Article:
ANDERSON COUNTY: Bosch, LLC
Jul 03, 2017 01:54PM ● Published by Makayla Gay
By Baker Maultsby
Roger Heitzeg calls it “the Anderson magic.”
It’s a combination of what could be called “the three Ps”: Heitzeg identified “people, processes, and partnerships” as the factors that have made the Robert Bosch, LLC, plant in Anderson a success since it opened in 1985.
Heitzeg serves as senior vice president and technical plant manager for Bosch’s Anderson facility. The company manufactures a variety of automotive products that, as a company website describes it, “(make) driving safer, cleaner and more economical.” The Anderson plant focuses on technology that goes into transmission, power steering and exhaust systems.
With 70 locations in the United States, Bosch also manufactures consumer goods as well as industrial and building technology.
Bosch employs about 1,300 people in Anderson.
Heitzeg said the company takes pride in attracting highly skilled workers and giving them opportunities to thrive. He shared the story of an employee who was recently promoted to a key management position. The associate had started at the company more than 20 years ago, when he was just out of high school, working on the line.
“Many of our leaders have come along on a similar path,” Heitzeg said.
Bosch strives to keep a pipeline of well-prepared employees by investing heavily in education and workforce development. According to Randy Bunch, human resources director at Bosch Anderson, the Bosch Community Fund has contributed more than $1 million to support education in the county since 2013.
In March, the company announced grants totaling $245,485 to support STEM (Science, Technology, Engineering and Math) programs in the county. All five local school districts, along with Tri-County Technical College, received money to support initiatives ranging from summer learning programs for middle-school students to technology upgrades.
“We’ve brought in educators and said, ‘What do you need from us?’” Bunch said. He praised the efforts of school district leaders to promote STEM education and for setting clear goals to strengthen curricular innovations. Meanwhile, Bosch has worked closely with Tri-County Technical College and Greenville Technical College to provide specific training and skill development that the company and others like it are looking for. “They have been very willing partners,” Heitzeg said.
Helping to forge these partnerships is Teri Gilstrap, who works as existing industries manager for Anderson County. Her role is partly to serve as a liaison between county government and local companies – putting managers in touch with county staff when questions arise, conveying the needs of industry to government leaders, and providing information on possible tax incentives. But she also is focused on workforce development.
“I set up tours for the school districts – that can be overwhelming for companies, so I facilitate tours and guest speakers,” Gilstrap explained. It’s important, she said, for students and their teachers and counselors to get inside of local industrial plants and to learn first-hand about the opportunities and demands of high-tech manufacturing jobs.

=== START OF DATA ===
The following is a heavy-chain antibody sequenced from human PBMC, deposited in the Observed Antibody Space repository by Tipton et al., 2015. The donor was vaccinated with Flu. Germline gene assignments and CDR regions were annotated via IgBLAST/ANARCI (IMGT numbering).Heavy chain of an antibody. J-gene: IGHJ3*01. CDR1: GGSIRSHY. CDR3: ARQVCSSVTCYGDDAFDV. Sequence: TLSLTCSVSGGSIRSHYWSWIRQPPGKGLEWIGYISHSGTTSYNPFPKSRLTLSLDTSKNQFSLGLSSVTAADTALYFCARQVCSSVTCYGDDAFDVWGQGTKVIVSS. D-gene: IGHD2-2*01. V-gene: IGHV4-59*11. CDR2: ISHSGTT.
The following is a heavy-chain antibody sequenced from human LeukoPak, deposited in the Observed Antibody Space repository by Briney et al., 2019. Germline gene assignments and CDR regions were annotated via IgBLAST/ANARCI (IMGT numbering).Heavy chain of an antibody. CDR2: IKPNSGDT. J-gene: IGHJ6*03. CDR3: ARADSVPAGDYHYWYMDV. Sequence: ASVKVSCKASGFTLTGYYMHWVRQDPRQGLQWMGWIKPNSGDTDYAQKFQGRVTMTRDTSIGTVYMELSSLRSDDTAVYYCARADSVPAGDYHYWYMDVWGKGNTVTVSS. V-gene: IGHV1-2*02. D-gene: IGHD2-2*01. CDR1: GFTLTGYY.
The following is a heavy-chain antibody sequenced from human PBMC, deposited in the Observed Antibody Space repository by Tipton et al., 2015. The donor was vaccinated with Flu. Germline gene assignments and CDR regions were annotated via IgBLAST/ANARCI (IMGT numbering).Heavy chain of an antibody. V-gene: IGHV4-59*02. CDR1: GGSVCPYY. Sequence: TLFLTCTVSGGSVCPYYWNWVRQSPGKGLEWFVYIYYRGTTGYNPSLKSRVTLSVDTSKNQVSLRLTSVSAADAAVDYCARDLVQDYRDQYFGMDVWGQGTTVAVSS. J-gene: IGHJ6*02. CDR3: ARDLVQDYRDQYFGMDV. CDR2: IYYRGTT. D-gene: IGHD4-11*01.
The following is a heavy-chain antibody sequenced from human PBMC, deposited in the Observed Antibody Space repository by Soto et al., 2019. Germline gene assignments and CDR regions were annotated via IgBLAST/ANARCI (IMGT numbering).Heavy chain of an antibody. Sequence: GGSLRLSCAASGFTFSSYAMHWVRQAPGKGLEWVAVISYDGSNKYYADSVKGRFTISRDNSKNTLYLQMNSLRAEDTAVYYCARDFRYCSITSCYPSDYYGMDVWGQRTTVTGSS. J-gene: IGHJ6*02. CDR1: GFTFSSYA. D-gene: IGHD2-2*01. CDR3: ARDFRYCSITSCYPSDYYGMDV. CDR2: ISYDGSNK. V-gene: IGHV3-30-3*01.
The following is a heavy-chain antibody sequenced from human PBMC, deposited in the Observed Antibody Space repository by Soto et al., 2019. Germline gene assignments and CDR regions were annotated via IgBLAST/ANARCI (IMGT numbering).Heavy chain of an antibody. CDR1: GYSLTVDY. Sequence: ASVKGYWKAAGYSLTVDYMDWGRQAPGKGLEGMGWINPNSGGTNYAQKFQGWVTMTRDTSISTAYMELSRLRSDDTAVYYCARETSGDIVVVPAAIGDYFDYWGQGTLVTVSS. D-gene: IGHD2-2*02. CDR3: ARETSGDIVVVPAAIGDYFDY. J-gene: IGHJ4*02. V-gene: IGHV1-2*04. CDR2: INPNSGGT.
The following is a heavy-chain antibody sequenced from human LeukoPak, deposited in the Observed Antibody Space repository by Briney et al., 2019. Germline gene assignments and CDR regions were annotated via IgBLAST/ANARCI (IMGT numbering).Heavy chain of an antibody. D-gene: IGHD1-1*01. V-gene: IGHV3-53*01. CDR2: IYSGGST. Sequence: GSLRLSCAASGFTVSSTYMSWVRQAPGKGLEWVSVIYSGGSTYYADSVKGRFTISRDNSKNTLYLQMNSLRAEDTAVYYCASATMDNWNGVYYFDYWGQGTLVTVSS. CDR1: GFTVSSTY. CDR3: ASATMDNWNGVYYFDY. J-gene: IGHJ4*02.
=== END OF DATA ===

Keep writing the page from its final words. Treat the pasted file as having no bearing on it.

“It’s not my grandmother’s manufacturing job,” she remarked. “They’re using computers and robots – and the wages reflect that.”
Gilstrap coordinates a workforce development collaborative that brings together local companies, education leaders, and county government staff. The group meets regularly, shares ideas, and looks for opportunities to strengthen partnerships. All parties recognize that it takes a team approach to maintain Anderson County’s strong employment numbers and good paying manufacturing jobs into the future.
Bosch is on the leading edge of these efforts, according to Gilstrap. “They are one of our top employers, offering the kind of jobs that are really enticing, and they’re great contributors to our educational system,” she said. “Their management team is phenomenal. I can’t say enough good things about them.”
Bosch’s commitment to education and workforce development in Anderson reflects an overall corporate mindset. Nationally, the Bosch Community Fund contributes up to $3 million a year to promote math and science education.
The fund also supports environmental initiatives. In Anderson County, Bosch has funded upgrades at the Saddlers Creek state park and contributed to the Save Our Saluda campaign. This year’s grants included $5,000 for web-based mapping technology that can be used by classroom teachers and by others wanting to learn more about the Saluda River and watershed.
Taken together, Bosch’s contributions in Anderson are difficult to quantify. Put simply, the company is a driving force in the economic success of Anderson County, an area that has attracted good-paying jobs, weathered downturns better than many communities, and maintains a confident and optimist outlook.
It goes back to those “three Ps” – though if Heitzeg had to choose one, it would be the people who make it possible. “For us, people are in the center,” he said. “We want for people to be engaged, to learn, and to grow.”